Both sides said they were concerned that jurors would be less candid if anyone other than the judge, lawyers and court personnel were present. They also worried, they said, that jurors waiting to be queried would learn through news reports of the questions being asked and have time to tailor their answers.
Mirell of the ACLU noted that Ito had admonished the prospective jurors not to watch television, listen to radio, read any newspapers or magazines and to stay out of bookstores.
"If they're not following that admonishment," Mirell said, "then they have no business being on this jury."
Attorney Kelli L. Sager, representing The Times and the Associated Press, agreed and cited a landmark 1984 U.S. Supreme Court ruling in which the court found that the public has a right to observe the jury selection process.
That case stemmed from the decision of a Riverside County Superior Court judge to exclude the press from all but three days of a six-week jury selection in the trial of a man accused of rape and murder.
Before jury selection began in that case, the Riverside Press-Enterprise asked that the process be open to the press and public. But the district attorney's office opposed the motion, contending that if the press were present, juror responses would lack the candor necessary to ensure a fair trial. The judge agreed and allowed the press only to observe the general questioning of jurors but not the individual sessions with them.
But the U.S. Supreme Court unanimously ruled that the guarantee of open public proceedings in criminal trials covers oral questioning of prospective jurors.
"The process of juror selection is itself a matter of importance, not simply to the adversaries but to the criminal justice system," Chief Justice Warren Burger wrote for the court. "The value of openness lies in the fact that people not actually attending trials can have confidence that standards of fairness are being observed; the sure knowledge that anyone is free to attend gives assurance that established procedures are being followed and that deviations will become known."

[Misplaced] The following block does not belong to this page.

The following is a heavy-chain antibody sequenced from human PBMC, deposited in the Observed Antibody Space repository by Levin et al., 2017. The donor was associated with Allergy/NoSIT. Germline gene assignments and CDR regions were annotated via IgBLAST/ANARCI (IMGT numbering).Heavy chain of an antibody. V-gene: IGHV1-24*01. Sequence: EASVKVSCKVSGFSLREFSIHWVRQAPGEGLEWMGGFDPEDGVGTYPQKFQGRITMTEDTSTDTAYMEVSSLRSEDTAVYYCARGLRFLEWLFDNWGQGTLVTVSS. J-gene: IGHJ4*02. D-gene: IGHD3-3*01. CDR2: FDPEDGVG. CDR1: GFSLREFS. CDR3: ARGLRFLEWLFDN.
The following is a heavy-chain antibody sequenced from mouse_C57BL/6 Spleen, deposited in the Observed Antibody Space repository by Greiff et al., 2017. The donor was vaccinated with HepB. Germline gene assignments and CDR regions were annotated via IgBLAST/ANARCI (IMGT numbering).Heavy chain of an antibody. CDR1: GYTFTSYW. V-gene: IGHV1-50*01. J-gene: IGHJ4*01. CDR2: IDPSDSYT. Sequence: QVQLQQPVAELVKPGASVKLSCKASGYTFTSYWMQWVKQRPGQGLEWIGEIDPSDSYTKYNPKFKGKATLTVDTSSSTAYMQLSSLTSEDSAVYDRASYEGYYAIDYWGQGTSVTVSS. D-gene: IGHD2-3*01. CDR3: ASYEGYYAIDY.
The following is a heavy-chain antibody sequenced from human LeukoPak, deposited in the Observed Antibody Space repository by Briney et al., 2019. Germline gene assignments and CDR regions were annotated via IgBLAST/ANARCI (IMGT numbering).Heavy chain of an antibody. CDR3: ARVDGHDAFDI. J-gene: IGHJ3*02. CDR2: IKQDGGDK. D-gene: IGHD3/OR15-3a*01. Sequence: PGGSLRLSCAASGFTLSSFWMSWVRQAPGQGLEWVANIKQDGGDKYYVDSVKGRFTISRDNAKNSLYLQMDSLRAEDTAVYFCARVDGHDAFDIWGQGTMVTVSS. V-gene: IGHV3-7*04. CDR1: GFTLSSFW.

The court did find that jury selection sometimes can be closed, but only when a judge makes specific findings about why that is necessary and he or she narrowly tailors the remedy to the perceived problem.
The strong language of the Press-Enterprise case could make it difficult for Ito to close off the portion of the jury selection process devoted to determining whether jurors have been influenced by media coverage of the case, some legal experts said.
"I think there are real constitutional problems with (Ito's decision)," said Erwin Chemerinsky, a USC law professor and constitutional expert. "I think this violates the 1st Amendment."
He added: "Press-Enterprise leaves open one possibility. It says that when there is questioning about deeply personal matters, then it would be appropriate to close voir dire as to those questions--such as whether you have been raped. . . . But I don't see justification for closing it about their exposure to media."
Peter Arenella, a UCLA law professor, agreed that the Press-Enterprise case provides important guidance, but argued that several things distinguish it from the situation faced by Ito. In the Press-Enterprise case, the judge never considered alternatives to closing the questioning.
Ito cited the Press-Enterprise ruling Thursday but said the extent of publicity in the Simpson trial so far exceeds the earlier case that they cannot be fairly compared. "My clerk advises me," Ito said dryly at one point, "that there have been 27,000 newspaper and magazine articles about this case."
Noting that he has received press clippings from as far as Tibet, Ito said: "This case exponentially differs from Press-Enterprise."
Ito's irritation and frustration with the media coverage was stoked again Thursday when two jurors complained to him about the media.
Ito said he would take up their complaints at a scheduled Nov. 7 hearing, after which he will decide whether to end television courtroom coverage of the trial.
In another action Thursday, Ito unsealed and then quickly resealed a transcript from a closed session Wednesday morning, during which Simpson made a statement to the judge about his intentions during the infamous low-speed freeway chase the day of his arrest.
The resealing occurred after "one of the sides" objected to the transcript being released, said Hayslett. Defense lawyers had said Wednesday that they wanted the transcript released.
Under the ruling closing the jury proceedings, journalists would be barred from the courtroom for at least five days and no audio of the proceedings would be fed to a courthouse pressroom where all but a few reporters who were allowed in the courtroom had previously listened to the selection process.